A Revealing Look at Karim Rashid’s Design Process
 

I am inspired by everything. I am inspired by my childhood, my education, all my teachers I have ever had, every project I have worked on, every city I have traveled to, every book I have read, every art show I have seen, every song I have heard, every smell, every taste, sight, sound and feeling. When I was 4, I went sketching with my father in England, drawing churches. He taught me to see — he taught me perspective at that age — he taught me that I could design anything and touch all aspects of our physical landscape.

I sketch profusely. I draw 20 to 30 pages a day. I tend to use organic or sensual lines in my work — my hand and mind think that way — flowing, fluid, to create movement, to have a continuum of shape that is an extension of our organic world and the human body. At the same time each project warrants a certain performance or function that the lines tend to always be inspired by. Generally, I am traveling a great deal — designing and coordinating projects from the road. I love drawing on planes, where I can really focus on projects. I can fill a sketchpad on a single European flight — about 100 pages.

I must sleep 7½ hours exactly or I have trouble performing. I wake up at 8 a.m., brew the strongest cup of espresso, answer e-mails, go to the office, review issues with my office manager, answer more e-mails, write articles and proposals. I probably work on the design of 20 projects a day. I have about 40 projects going, so I manage to get to each project every other day. The projects cross over so much. One minute we’re working on a lamp, and suddenly I realize the concept is perfect for the hallways of a hotel in Germany. It happens. The difficult part of that is the attention span perpetually becoming blurred. I thought, at first, that was a bad thing. Now I realize it’s a good thing. It’s affording new character and new typology to other things, because they’re being inspired by something that has nothing to do with that discipline and goes beyond that archetype.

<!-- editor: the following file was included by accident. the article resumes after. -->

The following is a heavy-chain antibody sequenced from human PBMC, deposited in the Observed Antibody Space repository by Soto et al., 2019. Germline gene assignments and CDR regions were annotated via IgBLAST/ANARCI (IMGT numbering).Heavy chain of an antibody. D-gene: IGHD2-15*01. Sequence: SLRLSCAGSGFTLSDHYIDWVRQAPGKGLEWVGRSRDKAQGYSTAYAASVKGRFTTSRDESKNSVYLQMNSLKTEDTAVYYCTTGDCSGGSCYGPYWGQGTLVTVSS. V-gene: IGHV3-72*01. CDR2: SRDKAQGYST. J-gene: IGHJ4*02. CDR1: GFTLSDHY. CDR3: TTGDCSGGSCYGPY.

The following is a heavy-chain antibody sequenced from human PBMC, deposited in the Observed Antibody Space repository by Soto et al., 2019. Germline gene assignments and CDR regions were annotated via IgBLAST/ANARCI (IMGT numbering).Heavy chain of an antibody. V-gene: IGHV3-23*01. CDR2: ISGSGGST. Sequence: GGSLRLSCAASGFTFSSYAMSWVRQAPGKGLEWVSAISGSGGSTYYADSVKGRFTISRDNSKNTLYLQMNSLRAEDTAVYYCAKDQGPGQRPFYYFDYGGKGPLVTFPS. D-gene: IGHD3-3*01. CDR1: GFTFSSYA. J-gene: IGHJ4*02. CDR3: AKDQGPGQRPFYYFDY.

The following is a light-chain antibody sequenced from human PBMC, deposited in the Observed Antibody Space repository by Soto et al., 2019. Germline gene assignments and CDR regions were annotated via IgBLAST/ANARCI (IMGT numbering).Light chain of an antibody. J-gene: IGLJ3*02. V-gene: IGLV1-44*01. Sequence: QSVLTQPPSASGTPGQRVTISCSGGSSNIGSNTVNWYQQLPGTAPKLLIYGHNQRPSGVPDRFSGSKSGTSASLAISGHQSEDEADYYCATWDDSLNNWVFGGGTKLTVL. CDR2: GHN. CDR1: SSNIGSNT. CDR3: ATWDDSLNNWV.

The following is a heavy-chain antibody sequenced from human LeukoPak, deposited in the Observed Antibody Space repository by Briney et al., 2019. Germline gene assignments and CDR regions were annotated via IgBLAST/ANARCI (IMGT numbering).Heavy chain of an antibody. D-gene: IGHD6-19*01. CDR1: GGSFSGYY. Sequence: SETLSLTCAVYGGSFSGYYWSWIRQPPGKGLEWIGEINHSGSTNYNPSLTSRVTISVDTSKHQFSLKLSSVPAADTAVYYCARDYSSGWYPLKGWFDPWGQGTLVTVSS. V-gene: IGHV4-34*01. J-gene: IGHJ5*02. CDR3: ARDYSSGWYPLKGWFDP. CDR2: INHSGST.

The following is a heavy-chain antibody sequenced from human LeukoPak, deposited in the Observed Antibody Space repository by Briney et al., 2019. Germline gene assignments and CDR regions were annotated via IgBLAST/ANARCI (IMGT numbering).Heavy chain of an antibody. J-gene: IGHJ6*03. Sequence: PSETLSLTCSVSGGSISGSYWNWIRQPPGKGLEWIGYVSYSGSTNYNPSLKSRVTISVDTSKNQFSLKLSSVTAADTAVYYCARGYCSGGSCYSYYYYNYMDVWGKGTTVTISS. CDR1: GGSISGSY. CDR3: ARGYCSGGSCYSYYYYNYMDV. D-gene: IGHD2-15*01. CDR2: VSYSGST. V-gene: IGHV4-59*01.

All objects and spaces have semantic language. Forms, lines, colors, textures, functions, all touch our senses and our daily experiences. I believe it is important to not over-embellish — to keep a certain truth to a product or space, but also that objects and spaces touch our sensual side, touch our emotions. They need to be human. Love and desire are part of my interests in “sensualizing” our physical material world.

The Cadmo sconce and Doride table lamp are two of my favorite new designs. Idesigned Cadmo in my sleep. I was in a cold hotel on a winter night in Milan. It was damp, drizzling, lonely, but inspiring. I wrapped that blankets around me while working on my laptop under the covers of my bed — and saw a sliver of light along my body, and a larger implosion of light enveloping my face. So, I sketched Cadmo. Cadmo is designed like a veil or a monastic quiet insular robe — a wrapping of light, a source that reveals a slice of light and focuses and projects lights to the ceiling.

I designed the Doride lamp at the age of 19, so to see it finally realized is a dream come true 30 years later. I envisioned a leaf blowing in the wind, moving in nature, articulating at a point in the spine, with a thin articulating curvilinear branch that can rotate seamlessly 350 degrees. The slim narrow form morphs from direct to indirect light seamlessly. The leaf is a stroke of a pen, a soft vertical wave in flux, a fluid gesture that changes to vary light — a zoomorphic form that I would describe as digital nature.

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